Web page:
So, if you are wanting to keep track of your calories in and out, check it out. It's neat... and so far, it's keeping me in line, and my weight is down four pounds, so that is a good thing... next up, my Saturday adventure...

Thursday, August 26, 2010

The book that got me going...

I love books. I love exercise books. I don't really like diet books very much. I like books that inspire me to want to adopt a healthy active lifestyle. Recently, my husband found one such book. It's called Racing Weight:How to Get Lean For Peak Performance by Matt Fitzgerald.

I'll be honest, I am not even done reading it yet, but got so motivated by the first five chapters, that it was worth the money, just for the motivation!! And seriously, I'm not quite in the target market for the book. In Chapter Two, you get to do a little math to figure out what your ideal racing weight might be. This is the best weight for your body to be, to perform your best in your races.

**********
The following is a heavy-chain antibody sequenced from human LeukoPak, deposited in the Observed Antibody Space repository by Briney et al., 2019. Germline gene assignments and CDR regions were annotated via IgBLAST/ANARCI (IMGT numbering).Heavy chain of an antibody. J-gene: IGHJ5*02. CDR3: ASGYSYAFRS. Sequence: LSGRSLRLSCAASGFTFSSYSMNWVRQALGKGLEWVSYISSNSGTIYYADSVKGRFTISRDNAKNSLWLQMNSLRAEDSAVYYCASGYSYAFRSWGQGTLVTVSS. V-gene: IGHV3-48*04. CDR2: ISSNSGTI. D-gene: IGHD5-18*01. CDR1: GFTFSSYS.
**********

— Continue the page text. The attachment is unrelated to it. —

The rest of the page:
I race, but not really for times, more for staying in shape etc. Last year was the first time I actually started racing at a level that I never thought I'd reach (under 60 minutes for a 10km). In my eyes, this was what separated the men from the boys, the casual runner from the competitor. It was the golden standard for becoming more serious and less recreational. It took a lot of work to get to that point. Getting sidelined with an injury, after my best ever 10km and half marathon was frustrating, but I knew, that there was a competitor somewhere inside me.